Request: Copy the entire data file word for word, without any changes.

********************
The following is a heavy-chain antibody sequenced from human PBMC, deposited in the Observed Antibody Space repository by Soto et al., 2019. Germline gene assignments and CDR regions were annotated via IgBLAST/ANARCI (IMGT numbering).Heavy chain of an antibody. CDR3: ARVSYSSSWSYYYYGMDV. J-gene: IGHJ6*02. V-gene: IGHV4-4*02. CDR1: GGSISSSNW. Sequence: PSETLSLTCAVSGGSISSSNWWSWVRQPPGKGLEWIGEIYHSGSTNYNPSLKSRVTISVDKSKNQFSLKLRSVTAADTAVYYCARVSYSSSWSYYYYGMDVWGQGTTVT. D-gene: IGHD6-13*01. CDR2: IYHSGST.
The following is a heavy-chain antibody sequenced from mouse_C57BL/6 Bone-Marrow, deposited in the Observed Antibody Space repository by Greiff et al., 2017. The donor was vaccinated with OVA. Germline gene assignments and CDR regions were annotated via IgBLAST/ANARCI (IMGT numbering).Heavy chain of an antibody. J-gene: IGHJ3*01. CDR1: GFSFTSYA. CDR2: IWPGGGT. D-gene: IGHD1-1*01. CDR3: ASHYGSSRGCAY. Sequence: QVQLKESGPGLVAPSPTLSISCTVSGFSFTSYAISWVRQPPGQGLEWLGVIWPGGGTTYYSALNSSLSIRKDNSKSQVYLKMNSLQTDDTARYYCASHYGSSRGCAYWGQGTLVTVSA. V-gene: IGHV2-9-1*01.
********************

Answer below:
The following is a heavy-chain antibody sequenced from human PBMC, deposited in the Observed Antibody Space repository by Soto et al., 2019. Germline gene assignments and CDR regions were annotated via IgBLAST/ANARCI (IMGT numbering).Heavy chain of an antibody. CDR3: ARVSYSSSWSYYYYGMDV. J-gene: IGHJ6*02. V-gene: IGHV4-4*02. CDR1: GGSISSSNW. Sequence: PSETLSLTCAVSGGSISSSNWWSWVRQPPGKGLEWIGEIYHSGSTNYNPSLKSRVTISVDKSKNQFSLKLRSVTAADTAVYYCARVSYSSSWSYYYYGMDVWGQGTTVT. D-gene: IGHD6-13*01. CDR2: IYHSGST.
The following is a heavy-chain antibody sequenced from mouse_C57BL/6 Bone-Marrow, deposited in the Observed Antibody Space repository by Greiff et al., 2017. The donor was vaccinated with OVA. Germline gene assignments and CDR regions were annotated via IgBLAST/ANARCI (IMGT numbering).Heavy chain of an antibody. J-gene: IGHJ3*01. CDR1: GFSFTSYA. CDR2: IWPGGGT. D-gene: IGHD1-1*01. CDR3: ASHYGSSRGCAY. Sequence: QVQLKESGPGLVAPSPTLSISCTVSGFSFTSYAISWVRQPPGQGLEWLGVIWPGGGTTYYSALNSSLSIRKDNSKSQVYLKMNSLQTDDTARYYCASHYGSSRGCAYWGQGTLVTVSA. V-gene: IGHV2-9-1*01.